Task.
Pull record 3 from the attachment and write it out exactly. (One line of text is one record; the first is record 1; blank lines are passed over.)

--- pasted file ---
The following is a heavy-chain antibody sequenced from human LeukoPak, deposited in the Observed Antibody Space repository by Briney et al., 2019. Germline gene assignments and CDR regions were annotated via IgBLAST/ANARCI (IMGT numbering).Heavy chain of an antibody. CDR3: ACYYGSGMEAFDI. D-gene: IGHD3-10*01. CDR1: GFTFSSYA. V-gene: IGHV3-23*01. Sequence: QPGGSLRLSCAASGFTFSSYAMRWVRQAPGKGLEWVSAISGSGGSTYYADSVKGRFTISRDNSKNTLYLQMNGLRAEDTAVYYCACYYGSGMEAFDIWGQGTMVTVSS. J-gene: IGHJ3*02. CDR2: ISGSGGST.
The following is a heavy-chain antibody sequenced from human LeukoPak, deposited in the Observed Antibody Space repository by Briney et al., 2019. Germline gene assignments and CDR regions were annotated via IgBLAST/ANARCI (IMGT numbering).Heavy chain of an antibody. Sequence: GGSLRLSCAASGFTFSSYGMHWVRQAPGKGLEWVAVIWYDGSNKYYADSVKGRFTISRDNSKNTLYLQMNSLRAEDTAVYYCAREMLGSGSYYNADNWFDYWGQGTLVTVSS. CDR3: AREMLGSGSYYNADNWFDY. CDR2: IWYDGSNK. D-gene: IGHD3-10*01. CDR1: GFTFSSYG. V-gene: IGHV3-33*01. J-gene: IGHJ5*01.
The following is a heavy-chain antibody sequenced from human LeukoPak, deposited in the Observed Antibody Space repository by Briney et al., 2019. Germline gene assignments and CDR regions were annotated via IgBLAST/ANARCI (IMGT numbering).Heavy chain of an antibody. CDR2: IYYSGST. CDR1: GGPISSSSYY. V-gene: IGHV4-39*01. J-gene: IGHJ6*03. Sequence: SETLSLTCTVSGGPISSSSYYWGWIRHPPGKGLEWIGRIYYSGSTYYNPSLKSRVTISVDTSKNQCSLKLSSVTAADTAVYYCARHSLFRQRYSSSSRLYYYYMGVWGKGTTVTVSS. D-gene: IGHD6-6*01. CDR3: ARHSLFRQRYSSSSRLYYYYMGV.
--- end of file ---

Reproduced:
The following is a heavy-chain antibody sequenced from human LeukoPak, deposited in the Observed Antibody Space repository by Briney et al., 2019. Germline gene assignments and CDR regions were annotated via IgBLAST/ANARCI (IMGT numbering).Heavy chain of an antibody. CDR2: IYYSGST. CDR1: GGPISSSSYY. V-gene: IGHV4-39*01. J-gene: IGHJ6*03. Sequence: SETLSLTCTVSGGPISSSSYYWGWIRHPPGKGLEWIGRIYYSGSTYYNPSLKSRVTISVDTSKNQCSLKLSSVTAADTAVYYCARHSLFRQRYSSSSRLYYYYMGVWGKGTTVTVSS. D-gene: IGHD6-6*01. CDR3: ARHSLFRQRYSSSSRLYYYYMGV.